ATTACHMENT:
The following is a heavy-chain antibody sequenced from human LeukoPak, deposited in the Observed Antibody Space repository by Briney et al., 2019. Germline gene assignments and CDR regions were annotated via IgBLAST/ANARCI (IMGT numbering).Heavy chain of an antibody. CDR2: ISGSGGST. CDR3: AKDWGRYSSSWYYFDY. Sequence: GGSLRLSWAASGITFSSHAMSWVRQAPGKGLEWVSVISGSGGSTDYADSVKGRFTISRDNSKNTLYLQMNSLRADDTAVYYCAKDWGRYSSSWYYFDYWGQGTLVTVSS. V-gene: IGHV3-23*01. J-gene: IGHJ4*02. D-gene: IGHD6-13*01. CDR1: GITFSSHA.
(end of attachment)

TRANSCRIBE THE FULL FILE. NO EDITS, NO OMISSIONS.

The following is a heavy-chain antibody sequenced from human LeukoPak, deposited in the Observed Antibody Space repository by Briney et al., 2019. Germline gene assignments and CDR regions were annotated via IgBLAST/ANARCI (IMGT numbering).Heavy chain of an antibody. CDR2: ISGSGGST. CDR3: AKDWGRYSSSWYYFDY. Sequence: GGSLRLSWAASGITFSSHAMSWVRQAPGKGLEWVSVISGSGGSTDYADSVKGRFTISRDNSKNTLYLQMNSLRADDTAVYYCAKDWGRYSSSWYYFDYWGQGTLVTVSS. V-gene: IGHV3-23*01. J-gene: IGHJ4*02. D-gene: IGHD6-13*01. CDR1: GITFSSHA.